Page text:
BISMARCK — The North Dakota Legislature's Budget Section voted on Thursday, June 25, to send out $406 million in federal funds to 40 different state agencies and institutions of higher education as part of the state's response to the COVID-19 pandemic.

The 43-member interim Budget Section got an up-or-down vote on the distribution that was approved last week by the state's Emergency Commission.

The money approved for spending Thursday represents about a third of the coronavirus-focused funds received by the state through a massive federal aid package known as the CARES Act. The commission and Budget Section already approved the distribution of about $525 million of the state's $1.25 billion in CARES Act funding last month.

About three-quarters of the funding approved Thursday will go toward economic support for businesses and individuals in the state, while most of the remaining funds will go toward providing protective equipment, cleaning supplies and remote working equipment to state agencies.

The Industrial Commission's Oil and Gas Division secured about $33.2 million in funding as part of a two-part plan to fund the plugging and reclamation of oil wells abandoned by companies in western North Dakota. The plan, which entails taking on the companies' responsibility of returning the land used for oil wells to usable land for agriculture, is meant to keep about 1,000 workers employed during turbulent times in the Oil Patch. The project has now received more than $66 million in federal funds.

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Senate Minority Leader Joan Heckaman, D-New Rockford, questioned whether the project is allowed under federal guidelines, which require that the funds be used for the state's response to COVID-19. Heckaman said the commission's project is seemingly unrelated to the pandemic. She said she wanted to make sure the state wouldn't have to repay the funds if it gets audited by the federal government.

State Mineral Resources Director Lynn Helms said the more than 400 wells the state is looking to plug and reclaim were "orphaned" by companies since the beginning of the year due to the economic hardship suffered by producers. The price of oil dropped off a cliff in March as demand for the product fell during the pandemic, and a price war between Saudi-led OPEC and Russia resulted in an over-supply in the market. In the end, Heckaman voted to approve the funding.

Job Service North Dakota got the largest chunk of the funding at $200 million, which will be used to keep its unemployment insurance fund above water until September. The state agency, which has paid out unemployment benefits to thousands of residents during the pandemic, received $110 million last month for the same purpose. Office of Management and Budget Director Joe Morrissette noted that the agency will likely ask for another sizable portion of the remaining federal money at a future meeting to restore what was paid out in unemployment claims.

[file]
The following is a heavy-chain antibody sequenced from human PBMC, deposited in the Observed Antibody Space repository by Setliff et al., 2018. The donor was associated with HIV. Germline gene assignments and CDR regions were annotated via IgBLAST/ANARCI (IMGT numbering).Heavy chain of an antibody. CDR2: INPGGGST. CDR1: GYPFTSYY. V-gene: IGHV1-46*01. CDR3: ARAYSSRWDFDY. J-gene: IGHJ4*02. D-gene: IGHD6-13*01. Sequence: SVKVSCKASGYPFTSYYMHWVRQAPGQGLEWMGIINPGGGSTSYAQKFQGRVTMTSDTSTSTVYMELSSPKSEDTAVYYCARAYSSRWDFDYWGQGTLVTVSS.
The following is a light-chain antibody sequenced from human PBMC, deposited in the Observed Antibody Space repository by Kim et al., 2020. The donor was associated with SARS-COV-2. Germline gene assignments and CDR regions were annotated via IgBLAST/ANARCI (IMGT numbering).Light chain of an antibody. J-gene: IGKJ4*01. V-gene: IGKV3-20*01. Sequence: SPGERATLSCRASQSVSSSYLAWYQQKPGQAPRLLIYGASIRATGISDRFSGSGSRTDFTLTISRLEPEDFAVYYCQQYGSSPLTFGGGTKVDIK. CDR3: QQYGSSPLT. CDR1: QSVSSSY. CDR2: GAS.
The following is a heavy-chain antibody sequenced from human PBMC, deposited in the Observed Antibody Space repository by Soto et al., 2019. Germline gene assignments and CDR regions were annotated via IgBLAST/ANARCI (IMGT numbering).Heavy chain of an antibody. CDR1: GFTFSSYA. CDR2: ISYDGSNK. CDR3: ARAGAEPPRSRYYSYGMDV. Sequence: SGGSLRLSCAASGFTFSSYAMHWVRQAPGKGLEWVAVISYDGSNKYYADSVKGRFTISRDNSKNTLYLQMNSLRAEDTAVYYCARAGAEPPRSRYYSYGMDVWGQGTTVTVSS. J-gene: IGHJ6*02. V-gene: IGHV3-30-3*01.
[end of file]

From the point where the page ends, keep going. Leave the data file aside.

The second biggest piece of the pie goes to the Department of Commerce, which will now receive nearly $69 million to implement a new grant program for businesses. The program will allow businesses in the state to apply for grants up to $50,000 to pay for protective equipment, cleaning supplies and other coronavirus-related costs.

Commerce Commissioner Michelle Kommer said last week that businesses can begin applying in late July and potentially receive grants as soon as September. Kommer said business owners keep telling her they don't need more loans, but rather the return of customers. She said the grants would help businesses reopen their workplaces to customers and employees.

The Budget Section approved more than $40 million in funding to the state's university system, including $19.8 million to North Dakota State University and $13.6 million to the University of North Dakota. Most of the funds would be used to buy equipment that would allow students to access their classes online, while the rest of the money would be used for protective equipment and cleaning supplies.

The university system initially submitted requests for another $33.6 million in funding that were deemed lower priority, questionably allowable or undeveloped as proposals, according to the Office of Management and Budget. The rejected requests included funding for faculty costs, security cameras and coronavirus testing and research.

The vote to approve the massive funding package was not unanimous Thursday. Sen. Tim Mathern, D-Fargo, was the lone holdout, saying he disagreed with how the funding was being allocated.

Mathern, who called for a special legislative session last week, said he felt the decisions on how to use the federal funds were not fair or democratic. Most of discretion on how to divvy up the money lies with the all-Republican Emergency Commission, which includes Gov. Doug Burgum, Secretary of State Al Jaeger and four legislative leaders.

Republican leaders, who hold the authority to call a special session, rejected the move as unnecessary.